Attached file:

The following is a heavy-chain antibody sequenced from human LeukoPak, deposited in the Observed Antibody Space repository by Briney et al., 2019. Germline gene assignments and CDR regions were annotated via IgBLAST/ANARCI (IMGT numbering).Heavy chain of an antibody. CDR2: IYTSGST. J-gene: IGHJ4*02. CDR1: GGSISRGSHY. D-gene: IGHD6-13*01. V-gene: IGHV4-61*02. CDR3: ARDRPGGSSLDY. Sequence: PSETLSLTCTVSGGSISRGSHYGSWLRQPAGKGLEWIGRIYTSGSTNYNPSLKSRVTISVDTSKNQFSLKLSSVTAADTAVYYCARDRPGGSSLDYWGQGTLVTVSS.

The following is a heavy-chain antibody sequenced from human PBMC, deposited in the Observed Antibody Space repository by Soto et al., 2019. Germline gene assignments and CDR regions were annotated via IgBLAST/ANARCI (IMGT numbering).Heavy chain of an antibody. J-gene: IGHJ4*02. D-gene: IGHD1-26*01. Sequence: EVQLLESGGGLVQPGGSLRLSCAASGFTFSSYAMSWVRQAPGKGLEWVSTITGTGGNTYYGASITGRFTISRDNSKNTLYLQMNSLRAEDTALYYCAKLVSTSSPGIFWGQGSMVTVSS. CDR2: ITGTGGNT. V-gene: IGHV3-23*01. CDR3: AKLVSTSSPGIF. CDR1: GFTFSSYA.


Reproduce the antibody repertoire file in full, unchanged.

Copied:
The following is a heavy-chain antibody sequenced from human LeukoPak, deposited in the Observed Antibody Space repository by Briney et al., 2019. Germline gene assignments and CDR regions were annotated via IgBLAST/ANARCI (IMGT numbering).Heavy chain of an antibody. CDR2: IYTSGST. J-gene: IGHJ4*02. CDR1: GGSISRGSHY. D-gene: IGHD6-13*01. V-gene: IGHV4-61*02. CDR3: ARDRPGGSSLDY. Sequence: PSETLSLTCTVSGGSISRGSHYGSWLRQPAGKGLEWIGRIYTSGSTNYNPSLKSRVTISVDTSKNQFSLKLSSVTAADTAVYYCARDRPGGSSLDYWGQGTLVTVSS.

The following is a heavy-chain antibody sequenced from human PBMC, deposited in the Observed Antibody Space repository by Soto et al., 2019. Germline gene assignments and CDR regions were annotated via IgBLAST/ANARCI (IMGT numbering).Heavy chain of an antibody. J-gene: IGHJ4*02. D-gene: IGHD1-26*01. Sequence: EVQLLESGGGLVQPGGSLRLSCAASGFTFSSYAMSWVRQAPGKGLEWVSTITGTGGNTYYGASITGRFTISRDNSKNTLYLQMNSLRAEDTALYYCAKLVSTSSPGIFWGQGSMVTVSS. CDR2: ITGTGGNT. V-gene: IGHV3-23*01. CDR3: AKLVSTSSPGIF. CDR1: GFTFSSYA.